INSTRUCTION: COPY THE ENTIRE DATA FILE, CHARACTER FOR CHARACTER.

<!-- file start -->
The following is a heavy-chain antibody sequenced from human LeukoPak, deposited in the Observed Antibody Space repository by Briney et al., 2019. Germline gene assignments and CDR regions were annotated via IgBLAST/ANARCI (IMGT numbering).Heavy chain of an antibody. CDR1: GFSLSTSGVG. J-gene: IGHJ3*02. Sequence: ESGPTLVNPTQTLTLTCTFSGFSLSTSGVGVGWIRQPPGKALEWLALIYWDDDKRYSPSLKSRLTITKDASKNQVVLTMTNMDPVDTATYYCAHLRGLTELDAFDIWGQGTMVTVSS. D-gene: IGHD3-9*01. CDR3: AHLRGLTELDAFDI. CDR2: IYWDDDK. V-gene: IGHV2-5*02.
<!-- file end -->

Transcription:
The following is a heavy-chain antibody sequenced from human LeukoPak, deposited in the Observed Antibody Space repository by Briney et al., 2019. Germline gene assignments and CDR regions were annotated via IgBLAST/ANARCI (IMGT numbering).Heavy chain of an antibody. CDR1: GFSLSTSGVG. J-gene: IGHJ3*02. Sequence: ESGPTLVNPTQTLTLTCTFSGFSLSTSGVGVGWIRQPPGKALEWLALIYWDDDKRYSPSLKSRLTITKDASKNQVVLTMTNMDPVDTATYYCAHLRGLTELDAFDIWGQGTMVTVSS. D-gene: IGHD3-9*01. CDR3: AHLRGLTELDAFDI. CDR2: IYWDDDK. V-gene: IGHV2-5*02.